I lost my dad to melanoma. It's not 'cancer-lite'
Why didn’t Dad listen to me? Was I not convincing enough or worthy to be listened to?
This First Person column is written by Simon Blakesley of Whitehorse. Read more about CBC North First Person columns here.
I sat in my car after the appointment, the numbness sinking in. I'd received the dreaded call-back — the one to discuss my biopsy results.
In 2015 I was approaching 50. Believing in preventative maintenance, I scheduled an annual physical, feeling empowered by being proactive about my health.
Chatting with my doctor, I stripped down. About to place his stethoscope he paused at my left shoulder and said, "I don't like the look of this mole that I'm seeing here."
The culprit was a dark, irregular loonie-sized patch. We agreed a surgeon should remove the lesion.
Three weeks later, a four-inch scar replaced the mole. The biopsy was positive for melanoma, the deadliest form of skin cancer.
My three older brothers immediately got checked. Suggesting to my stubbornly proud English father that he do the same, he refused, stating, "If I saw a doctor every time I noticed a mole or pimple, I'd never be out the bloody lineup."
His response would haunt him and our family.
A year later, my dad noticed blood on the back of his shirt. Tests confirmed Stage 3 melanoma. A 6x6-inch excision removed the lesion but too late: the cancer had moved to his lymph nodes.
Dad's life changed from enjoying friends, family, and his life-long love of photography to one of appointments, agonizing surgeries, and pain management. His 6'3" frame was progressively whittled away as his face, back, and shoulder were sacrificed in a race against further spread.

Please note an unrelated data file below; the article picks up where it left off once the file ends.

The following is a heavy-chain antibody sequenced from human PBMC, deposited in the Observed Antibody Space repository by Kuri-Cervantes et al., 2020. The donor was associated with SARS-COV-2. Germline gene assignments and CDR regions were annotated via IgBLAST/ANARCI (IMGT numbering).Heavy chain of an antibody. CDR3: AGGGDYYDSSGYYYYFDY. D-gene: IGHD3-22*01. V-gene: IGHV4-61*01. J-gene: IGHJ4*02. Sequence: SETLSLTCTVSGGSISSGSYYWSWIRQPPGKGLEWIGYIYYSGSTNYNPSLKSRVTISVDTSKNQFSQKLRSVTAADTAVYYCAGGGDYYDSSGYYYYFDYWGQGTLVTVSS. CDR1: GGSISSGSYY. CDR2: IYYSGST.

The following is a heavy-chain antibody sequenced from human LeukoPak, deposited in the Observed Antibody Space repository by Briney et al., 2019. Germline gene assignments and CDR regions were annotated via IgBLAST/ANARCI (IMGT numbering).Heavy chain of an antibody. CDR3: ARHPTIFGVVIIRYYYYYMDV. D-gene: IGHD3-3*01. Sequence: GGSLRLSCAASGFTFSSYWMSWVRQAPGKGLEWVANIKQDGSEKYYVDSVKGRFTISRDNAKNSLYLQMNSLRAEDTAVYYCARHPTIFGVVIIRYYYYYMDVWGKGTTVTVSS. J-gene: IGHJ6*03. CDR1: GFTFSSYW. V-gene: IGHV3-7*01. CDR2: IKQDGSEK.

Eventually there was nothing left. Melanoma, aggressive and cruelly disfiguring, had won in less than two years.
Medical assistance in dying was his only means of escape.
I share this for two reasons: The first is to grapple with guilt. Why didn't Dad listen to me? Was I not convincing enough or worthy to be listened to on such a life-altering matter? I'll never know the answers and they won't make a difference now.
This leads me to the second reason.
While I couldn't make a difference with Dad, this story might help others learn that skin cancer is avoidable, preventable and detectable.
We can limit our sun exposure, cover up or wear sunscreen and scan our skin for irregularities.
Skin cancer is a cancer we can actually see — a huge advantage for early detection. My scar collection now includes my cheek and a graft on my nose. Each lesion was self-detected.
Skin cancer isn't "cancer-lite" or a mere cosmetic inconvenience. It's one of the most common cancer types, but is relatively easy to prevent. According the Canadian Skin Cancer Foundation, there's a 99 per cent survival rate if it's detected early.
For many in Canada, especially in the North, winters are indeed long and dark. Yet, that isn't a protective factor.
We've all seen or done it: the sun-burned face after ice fishing. The first day boating when we peel off our shirts, and our scorched skin peels days afterwards. Burning body parts that haven't seen the sun for months on a "hot holiday" and sporting the redness as a triumph over the long winter.
I recently had my six-month check with my dermatologist. He knows photography is a passion I shared with my dad. I mentioned that I discuss melanoma in photo presentations I make, framing over-exposure as something to be mindful of — both photographically and with our skin.
His response surprised me, as he said that patients who won't take his advice are often more willing to listen to someone like me who has lived it.
My oldest brother was just diagnosed with melanoma. That's three of five in my family.
Genetic testing may identify information that might encourage our children to sun-protect and live lives free from skin cancer.
This gives me hope for the future.
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